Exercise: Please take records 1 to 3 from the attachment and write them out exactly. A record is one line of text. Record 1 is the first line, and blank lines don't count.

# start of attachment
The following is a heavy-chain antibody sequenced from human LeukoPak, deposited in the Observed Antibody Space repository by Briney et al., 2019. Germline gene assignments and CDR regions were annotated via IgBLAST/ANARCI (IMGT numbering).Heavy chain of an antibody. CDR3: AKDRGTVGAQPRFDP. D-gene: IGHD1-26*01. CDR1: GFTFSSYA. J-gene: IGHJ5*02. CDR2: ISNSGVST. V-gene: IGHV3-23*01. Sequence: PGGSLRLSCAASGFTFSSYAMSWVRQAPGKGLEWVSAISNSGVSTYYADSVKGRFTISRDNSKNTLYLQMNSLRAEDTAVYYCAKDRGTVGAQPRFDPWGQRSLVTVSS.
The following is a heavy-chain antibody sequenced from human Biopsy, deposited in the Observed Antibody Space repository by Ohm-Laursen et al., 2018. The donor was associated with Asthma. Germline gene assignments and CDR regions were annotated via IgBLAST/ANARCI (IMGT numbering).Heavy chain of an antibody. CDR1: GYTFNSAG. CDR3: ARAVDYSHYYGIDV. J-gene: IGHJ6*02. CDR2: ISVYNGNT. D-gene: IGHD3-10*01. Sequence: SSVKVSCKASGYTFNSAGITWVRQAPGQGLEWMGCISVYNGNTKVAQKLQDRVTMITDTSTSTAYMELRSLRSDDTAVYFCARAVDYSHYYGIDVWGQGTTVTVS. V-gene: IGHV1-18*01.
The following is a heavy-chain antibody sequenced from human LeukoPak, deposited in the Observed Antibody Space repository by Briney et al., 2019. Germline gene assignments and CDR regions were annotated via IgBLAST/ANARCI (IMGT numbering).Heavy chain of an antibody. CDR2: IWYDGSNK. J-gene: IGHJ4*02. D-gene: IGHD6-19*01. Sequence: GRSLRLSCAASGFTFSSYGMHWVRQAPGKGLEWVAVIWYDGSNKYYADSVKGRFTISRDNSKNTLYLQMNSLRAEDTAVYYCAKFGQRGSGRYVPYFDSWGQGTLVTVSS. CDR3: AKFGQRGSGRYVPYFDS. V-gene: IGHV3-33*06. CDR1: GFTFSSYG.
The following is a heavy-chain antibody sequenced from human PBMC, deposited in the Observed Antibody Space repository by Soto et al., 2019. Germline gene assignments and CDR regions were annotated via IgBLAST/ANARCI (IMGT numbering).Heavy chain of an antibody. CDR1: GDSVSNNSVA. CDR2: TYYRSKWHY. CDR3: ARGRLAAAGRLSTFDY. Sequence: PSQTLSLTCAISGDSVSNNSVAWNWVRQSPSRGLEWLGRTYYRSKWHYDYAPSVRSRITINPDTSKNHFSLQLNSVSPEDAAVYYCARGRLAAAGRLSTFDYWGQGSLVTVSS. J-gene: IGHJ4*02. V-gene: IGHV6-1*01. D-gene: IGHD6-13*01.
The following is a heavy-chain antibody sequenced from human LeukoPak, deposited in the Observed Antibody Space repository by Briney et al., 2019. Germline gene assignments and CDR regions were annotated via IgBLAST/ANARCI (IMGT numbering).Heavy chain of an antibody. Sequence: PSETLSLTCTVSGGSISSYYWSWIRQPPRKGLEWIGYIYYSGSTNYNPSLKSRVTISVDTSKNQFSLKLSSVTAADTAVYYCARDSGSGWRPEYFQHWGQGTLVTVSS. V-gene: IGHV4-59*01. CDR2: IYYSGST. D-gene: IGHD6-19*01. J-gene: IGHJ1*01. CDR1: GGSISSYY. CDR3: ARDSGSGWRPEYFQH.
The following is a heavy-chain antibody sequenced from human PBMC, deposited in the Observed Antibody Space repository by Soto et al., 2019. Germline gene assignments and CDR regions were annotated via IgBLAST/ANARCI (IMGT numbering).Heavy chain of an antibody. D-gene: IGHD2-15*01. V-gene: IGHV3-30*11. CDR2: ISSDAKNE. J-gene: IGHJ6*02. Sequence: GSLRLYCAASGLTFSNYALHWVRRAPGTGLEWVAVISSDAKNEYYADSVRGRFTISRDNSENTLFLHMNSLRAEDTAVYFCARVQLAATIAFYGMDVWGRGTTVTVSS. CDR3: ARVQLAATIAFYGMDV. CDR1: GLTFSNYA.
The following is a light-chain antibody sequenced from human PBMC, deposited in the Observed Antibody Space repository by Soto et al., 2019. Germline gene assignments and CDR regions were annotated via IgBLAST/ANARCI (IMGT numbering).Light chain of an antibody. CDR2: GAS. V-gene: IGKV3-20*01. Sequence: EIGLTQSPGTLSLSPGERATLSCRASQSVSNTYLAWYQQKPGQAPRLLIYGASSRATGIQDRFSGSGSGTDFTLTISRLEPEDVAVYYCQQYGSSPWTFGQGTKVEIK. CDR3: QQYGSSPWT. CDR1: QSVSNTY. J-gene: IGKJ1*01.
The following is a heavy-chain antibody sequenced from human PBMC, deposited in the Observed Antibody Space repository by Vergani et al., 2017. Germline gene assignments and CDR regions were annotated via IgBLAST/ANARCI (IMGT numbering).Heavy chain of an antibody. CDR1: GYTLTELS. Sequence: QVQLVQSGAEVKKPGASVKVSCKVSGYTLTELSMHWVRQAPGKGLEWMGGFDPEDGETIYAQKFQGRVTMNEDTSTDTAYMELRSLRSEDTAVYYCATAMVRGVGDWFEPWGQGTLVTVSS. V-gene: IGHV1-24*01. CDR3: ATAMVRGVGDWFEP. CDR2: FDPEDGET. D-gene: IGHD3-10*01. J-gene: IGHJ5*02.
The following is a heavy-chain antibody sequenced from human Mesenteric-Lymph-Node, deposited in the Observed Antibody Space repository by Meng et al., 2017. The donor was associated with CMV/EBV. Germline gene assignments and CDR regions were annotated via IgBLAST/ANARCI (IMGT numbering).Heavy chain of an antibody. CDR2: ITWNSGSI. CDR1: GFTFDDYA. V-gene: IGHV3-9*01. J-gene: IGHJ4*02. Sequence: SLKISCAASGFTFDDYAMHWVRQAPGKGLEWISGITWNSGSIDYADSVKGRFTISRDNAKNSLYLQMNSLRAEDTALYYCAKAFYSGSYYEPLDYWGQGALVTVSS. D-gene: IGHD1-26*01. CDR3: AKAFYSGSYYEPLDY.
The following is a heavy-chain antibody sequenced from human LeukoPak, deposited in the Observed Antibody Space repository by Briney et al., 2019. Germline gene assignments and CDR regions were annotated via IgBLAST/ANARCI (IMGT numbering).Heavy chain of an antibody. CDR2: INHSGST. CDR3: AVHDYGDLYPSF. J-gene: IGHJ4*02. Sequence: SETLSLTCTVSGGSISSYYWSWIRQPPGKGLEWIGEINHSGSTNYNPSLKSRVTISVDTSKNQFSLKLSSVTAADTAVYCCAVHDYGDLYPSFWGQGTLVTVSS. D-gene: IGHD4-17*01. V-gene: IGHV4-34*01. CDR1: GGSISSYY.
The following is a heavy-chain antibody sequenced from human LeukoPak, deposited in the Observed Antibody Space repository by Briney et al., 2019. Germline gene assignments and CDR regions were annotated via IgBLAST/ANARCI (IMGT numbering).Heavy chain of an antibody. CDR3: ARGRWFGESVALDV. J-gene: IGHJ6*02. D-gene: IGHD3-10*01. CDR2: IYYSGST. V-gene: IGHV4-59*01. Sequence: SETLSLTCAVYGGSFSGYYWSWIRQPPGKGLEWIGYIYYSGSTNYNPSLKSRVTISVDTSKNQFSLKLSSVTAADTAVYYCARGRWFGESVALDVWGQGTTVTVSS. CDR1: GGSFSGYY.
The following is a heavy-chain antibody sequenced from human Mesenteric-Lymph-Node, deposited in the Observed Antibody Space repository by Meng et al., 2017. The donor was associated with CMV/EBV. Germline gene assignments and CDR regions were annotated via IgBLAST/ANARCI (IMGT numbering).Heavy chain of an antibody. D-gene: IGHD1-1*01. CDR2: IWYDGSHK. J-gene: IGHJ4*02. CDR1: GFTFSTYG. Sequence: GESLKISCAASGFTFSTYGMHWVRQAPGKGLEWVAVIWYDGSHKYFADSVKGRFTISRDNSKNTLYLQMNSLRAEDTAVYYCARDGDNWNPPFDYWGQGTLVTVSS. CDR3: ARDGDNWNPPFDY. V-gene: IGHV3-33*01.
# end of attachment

The following is a heavy-chain antibody sequenced from human LeukoPak, deposited in the Observed Antibody Space repository by Briney et al., 2019. Germline gene assignments and CDR regions were annotated via IgBLAST/ANARCI (IMGT numbering).Heavy chain of an antibody. CDR3: AKDRGTVGAQPRFDP. D-gene: IGHD1-26*01. CDR1: GFTFSSYA. J-gene: IGHJ5*02. CDR2: ISNSGVST. V-gene: IGHV3-23*01. Sequence: PGGSLRLSCAASGFTFSSYAMSWVRQAPGKGLEWVSAISNSGVSTYYADSVKGRFTISRDNSKNTLYLQMNSLRAEDTAVYYCAKDRGTVGAQPRFDPWGQRSLVTVSS.
The following is a heavy-chain antibody sequenced from human Biopsy, deposited in the Observed Antibody Space repository by Ohm-Laursen et al., 2018. The donor was associated with Asthma. Germline gene assignments and CDR regions were annotated via IgBLAST/ANARCI (IMGT numbering).Heavy chain of an antibody. CDR1: GYTFNSAG. CDR3: ARAVDYSHYYGIDV. J-gene: IGHJ6*02. CDR2: ISVYNGNT. D-gene: IGHD3-10*01. Sequence: SSVKVSCKASGYTFNSAGITWVRQAPGQGLEWMGCISVYNGNTKVAQKLQDRVTMITDTSTSTAYMELRSLRSDDTAVYFCARAVDYSHYYGIDVWGQGTTVTVS. V-gene: IGHV1-18*01.
The following is a heavy-chain antibody sequenced from human LeukoPak, deposited in the Observed Antibody Space repository by Briney et al., 2019. Germline gene assignments and CDR regions were annotated via IgBLAST/ANARCI (IMGT numbering).Heavy chain of an antibody. CDR2: IWYDGSNK. J-gene: IGHJ4*02. D-gene: IGHD6-19*01. Sequence: GRSLRLSCAASGFTFSSYGMHWVRQAPGKGLEWVAVIWYDGSNKYYADSVKGRFTISRDNSKNTLYLQMNSLRAEDTAVYYCAKFGQRGSGRYVPYFDSWGQGTLVTVSS. CDR3: AKFGQRGSGRYVPYFDS. V-gene: IGHV3-33*06. CDR1: GFTFSSYG.